|reply to Network Guy |
Re: CDPIm not arguing with you cramer, im saying that your experience in the past 20 years does not match the experience of others.
Attached is a picture from vmware vsphere 5 running the standard vswitch with CDP information.
CDP is not only useful in a pure cisco network either, plenty of systems have been configured to add value through use of CDP:
C3750-A#show cdp nei g1/0/17 detail
Device ID: NEMESIS(SYSTEM)
IP address: 18.104.22.168
Platform: MEM: All=16382M, Capabilities: Host
Interface: GigabitEthernet1/0/17, Port ID (outgoing port): Intel(R) PRO/1000 EB Network
Holdtime : 29 sec
CPU:8*586 Intel(R) Xeon(R) CPU E5410 @ 2.33GHz
Microsoft Windows Server 2003 R2, Enterprise x64 Edition Service Pack 2 (build 3790)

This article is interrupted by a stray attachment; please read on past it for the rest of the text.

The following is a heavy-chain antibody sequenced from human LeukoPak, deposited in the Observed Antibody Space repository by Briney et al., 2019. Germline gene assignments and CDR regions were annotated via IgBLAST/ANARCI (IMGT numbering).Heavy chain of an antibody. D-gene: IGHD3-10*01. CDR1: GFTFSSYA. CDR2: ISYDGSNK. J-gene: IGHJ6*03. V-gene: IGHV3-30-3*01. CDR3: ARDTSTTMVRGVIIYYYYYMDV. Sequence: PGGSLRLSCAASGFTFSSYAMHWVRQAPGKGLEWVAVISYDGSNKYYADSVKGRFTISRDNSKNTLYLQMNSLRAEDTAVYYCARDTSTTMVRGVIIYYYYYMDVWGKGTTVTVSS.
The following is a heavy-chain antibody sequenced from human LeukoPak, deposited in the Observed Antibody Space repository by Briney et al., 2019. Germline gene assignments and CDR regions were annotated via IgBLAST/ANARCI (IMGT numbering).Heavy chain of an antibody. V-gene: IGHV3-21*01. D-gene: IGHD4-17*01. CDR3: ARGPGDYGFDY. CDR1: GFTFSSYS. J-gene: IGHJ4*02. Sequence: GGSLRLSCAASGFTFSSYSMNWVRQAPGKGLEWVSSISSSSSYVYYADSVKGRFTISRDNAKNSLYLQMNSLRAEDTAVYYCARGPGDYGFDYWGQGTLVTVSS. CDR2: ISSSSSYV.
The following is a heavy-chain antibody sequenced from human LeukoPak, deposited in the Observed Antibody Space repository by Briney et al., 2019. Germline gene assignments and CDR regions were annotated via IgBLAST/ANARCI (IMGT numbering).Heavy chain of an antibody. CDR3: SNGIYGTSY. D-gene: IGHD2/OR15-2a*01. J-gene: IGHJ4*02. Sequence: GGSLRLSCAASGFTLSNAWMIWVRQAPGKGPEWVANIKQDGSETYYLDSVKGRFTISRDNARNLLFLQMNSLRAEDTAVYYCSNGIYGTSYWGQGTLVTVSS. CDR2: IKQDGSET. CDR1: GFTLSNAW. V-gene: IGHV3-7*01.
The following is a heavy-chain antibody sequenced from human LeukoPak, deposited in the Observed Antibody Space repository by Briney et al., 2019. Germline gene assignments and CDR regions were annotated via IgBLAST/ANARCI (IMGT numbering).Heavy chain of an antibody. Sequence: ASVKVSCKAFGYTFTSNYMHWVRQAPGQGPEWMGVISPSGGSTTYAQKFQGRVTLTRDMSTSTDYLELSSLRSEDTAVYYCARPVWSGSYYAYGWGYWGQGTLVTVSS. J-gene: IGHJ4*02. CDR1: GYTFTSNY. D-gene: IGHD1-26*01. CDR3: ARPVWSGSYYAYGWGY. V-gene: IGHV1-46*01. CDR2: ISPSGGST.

C:\ : Fixed Disk
D:\ : CDROM Disk
W:\ : Fixed Disk
advertisement version: 2
In a datacenter with 7000+ hosts you dont have to worry about shutting down a port or tracing a cable to figure out which host and interface its plugged into.
Link layer discovery can be worth its weight in gold from an operational support perspective.
Also, CDP is only locally significant traffic. A CDP frame from a host is not flooded throughout an entire VLAN, so no need to slay another little broadcast "vampire".
What software are you using for a windows box to speak CDP?
As a VMWare guy, CDP is incredibly useful.
|reply to nosx |
All I can say is none of my VMware servers appear in the switch's CDP neighbors. (they've all been boxed for an office move)
Actually, it's multicast -- broadcast for dumber swithces. And it does, indeed, flood through a network that doesn't understand what it is. (esp. for any network set to flood unknown multicast.)
esxcfg-vswitch -B both [VSWITCHNAME]